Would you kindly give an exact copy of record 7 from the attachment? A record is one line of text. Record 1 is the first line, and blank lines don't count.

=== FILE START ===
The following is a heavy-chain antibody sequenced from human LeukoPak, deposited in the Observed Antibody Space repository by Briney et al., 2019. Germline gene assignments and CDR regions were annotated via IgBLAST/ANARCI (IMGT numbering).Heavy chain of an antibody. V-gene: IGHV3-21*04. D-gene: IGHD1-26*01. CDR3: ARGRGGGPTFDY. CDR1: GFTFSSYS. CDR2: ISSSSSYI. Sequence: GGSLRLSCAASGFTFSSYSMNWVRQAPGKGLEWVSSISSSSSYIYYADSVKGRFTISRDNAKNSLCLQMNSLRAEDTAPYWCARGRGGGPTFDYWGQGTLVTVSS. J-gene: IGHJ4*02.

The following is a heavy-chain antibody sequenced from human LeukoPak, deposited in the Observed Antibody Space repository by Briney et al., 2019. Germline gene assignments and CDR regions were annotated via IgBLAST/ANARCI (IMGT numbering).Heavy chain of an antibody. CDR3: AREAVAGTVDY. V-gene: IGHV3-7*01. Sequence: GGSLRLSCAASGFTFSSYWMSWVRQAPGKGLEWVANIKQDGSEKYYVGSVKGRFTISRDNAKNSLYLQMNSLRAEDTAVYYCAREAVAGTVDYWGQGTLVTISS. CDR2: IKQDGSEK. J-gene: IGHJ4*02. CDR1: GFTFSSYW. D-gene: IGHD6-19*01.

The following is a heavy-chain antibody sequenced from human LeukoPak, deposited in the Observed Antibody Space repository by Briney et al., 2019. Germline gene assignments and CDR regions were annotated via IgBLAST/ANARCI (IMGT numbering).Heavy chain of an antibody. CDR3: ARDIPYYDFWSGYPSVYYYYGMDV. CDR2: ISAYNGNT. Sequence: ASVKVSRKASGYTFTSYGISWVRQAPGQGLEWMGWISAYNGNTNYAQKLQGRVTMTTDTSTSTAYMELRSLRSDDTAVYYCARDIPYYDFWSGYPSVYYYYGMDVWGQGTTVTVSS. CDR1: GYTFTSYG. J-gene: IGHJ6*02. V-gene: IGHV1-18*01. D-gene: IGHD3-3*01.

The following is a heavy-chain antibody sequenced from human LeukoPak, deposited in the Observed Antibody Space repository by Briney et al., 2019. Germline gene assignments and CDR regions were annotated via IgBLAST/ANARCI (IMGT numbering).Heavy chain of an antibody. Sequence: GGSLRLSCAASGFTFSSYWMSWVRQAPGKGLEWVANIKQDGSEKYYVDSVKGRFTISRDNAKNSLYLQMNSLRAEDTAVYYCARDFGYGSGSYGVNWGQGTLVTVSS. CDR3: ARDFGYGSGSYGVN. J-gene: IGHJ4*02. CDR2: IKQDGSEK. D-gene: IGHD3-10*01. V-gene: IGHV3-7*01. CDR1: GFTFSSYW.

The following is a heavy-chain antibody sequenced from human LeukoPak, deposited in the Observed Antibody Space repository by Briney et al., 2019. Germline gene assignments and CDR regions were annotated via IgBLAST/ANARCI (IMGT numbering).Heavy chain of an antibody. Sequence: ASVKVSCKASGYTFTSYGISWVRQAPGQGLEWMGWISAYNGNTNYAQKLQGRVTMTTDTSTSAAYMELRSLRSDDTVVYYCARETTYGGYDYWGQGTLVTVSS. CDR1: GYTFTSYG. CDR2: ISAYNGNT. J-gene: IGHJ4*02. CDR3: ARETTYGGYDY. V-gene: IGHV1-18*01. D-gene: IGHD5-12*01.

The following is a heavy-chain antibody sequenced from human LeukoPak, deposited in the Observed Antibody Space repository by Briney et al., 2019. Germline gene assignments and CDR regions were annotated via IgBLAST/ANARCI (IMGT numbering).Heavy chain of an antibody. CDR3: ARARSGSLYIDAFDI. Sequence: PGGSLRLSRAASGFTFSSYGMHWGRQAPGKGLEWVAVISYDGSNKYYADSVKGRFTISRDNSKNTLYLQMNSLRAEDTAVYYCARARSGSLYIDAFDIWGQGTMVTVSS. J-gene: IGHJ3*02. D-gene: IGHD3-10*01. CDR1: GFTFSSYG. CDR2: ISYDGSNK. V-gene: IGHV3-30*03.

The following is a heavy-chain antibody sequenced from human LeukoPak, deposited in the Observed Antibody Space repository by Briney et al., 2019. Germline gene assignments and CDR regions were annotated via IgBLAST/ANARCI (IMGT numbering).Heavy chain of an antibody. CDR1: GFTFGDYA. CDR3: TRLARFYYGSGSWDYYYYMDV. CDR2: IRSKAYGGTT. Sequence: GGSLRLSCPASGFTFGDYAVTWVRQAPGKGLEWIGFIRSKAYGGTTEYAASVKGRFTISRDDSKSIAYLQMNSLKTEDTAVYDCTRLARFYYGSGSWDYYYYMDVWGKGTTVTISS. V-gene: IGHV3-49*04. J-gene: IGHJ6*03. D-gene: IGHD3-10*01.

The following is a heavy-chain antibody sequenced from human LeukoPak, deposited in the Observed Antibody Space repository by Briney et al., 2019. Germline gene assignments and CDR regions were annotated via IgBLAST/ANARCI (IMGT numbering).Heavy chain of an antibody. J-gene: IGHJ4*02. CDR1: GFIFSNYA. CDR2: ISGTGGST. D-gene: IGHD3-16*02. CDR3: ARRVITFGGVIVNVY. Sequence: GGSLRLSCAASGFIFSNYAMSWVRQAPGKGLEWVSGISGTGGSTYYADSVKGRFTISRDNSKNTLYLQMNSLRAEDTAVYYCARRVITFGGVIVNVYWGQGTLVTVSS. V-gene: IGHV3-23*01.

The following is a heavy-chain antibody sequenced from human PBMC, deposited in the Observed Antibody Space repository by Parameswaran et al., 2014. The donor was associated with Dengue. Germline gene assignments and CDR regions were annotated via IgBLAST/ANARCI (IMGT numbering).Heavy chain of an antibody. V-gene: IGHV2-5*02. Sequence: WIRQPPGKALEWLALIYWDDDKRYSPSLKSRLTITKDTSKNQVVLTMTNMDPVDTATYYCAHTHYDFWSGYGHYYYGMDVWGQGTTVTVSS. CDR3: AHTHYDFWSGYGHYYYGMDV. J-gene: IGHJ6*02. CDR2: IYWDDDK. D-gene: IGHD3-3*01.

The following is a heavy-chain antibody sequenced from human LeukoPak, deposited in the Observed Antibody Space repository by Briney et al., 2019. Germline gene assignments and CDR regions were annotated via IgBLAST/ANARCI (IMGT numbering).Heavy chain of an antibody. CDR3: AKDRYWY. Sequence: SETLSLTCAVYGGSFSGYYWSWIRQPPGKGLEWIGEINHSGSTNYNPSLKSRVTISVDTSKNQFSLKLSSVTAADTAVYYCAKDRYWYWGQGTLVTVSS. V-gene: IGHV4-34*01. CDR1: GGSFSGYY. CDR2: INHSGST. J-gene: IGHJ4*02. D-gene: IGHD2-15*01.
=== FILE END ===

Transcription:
The following is a heavy-chain antibody sequenced from human LeukoPak, deposited in the Observed Antibody Space repository by Briney et al., 2019. Germline gene assignments and CDR regions were annotated via IgBLAST/ANARCI (IMGT numbering).Heavy chain of an antibody. CDR1: GFTFGDYA. CDR3: TRLARFYYGSGSWDYYYYMDV. CDR2: IRSKAYGGTT. Sequence: GGSLRLSCPASGFTFGDYAVTWVRQAPGKGLEWIGFIRSKAYGGTTEYAASVKGRFTISRDDSKSIAYLQMNSLKTEDTAVYDCTRLARFYYGSGSWDYYYYMDVWGKGTTVTISS. V-gene: IGHV3-49*04. J-gene: IGHJ6*03. D-gene: IGHD3-10*01.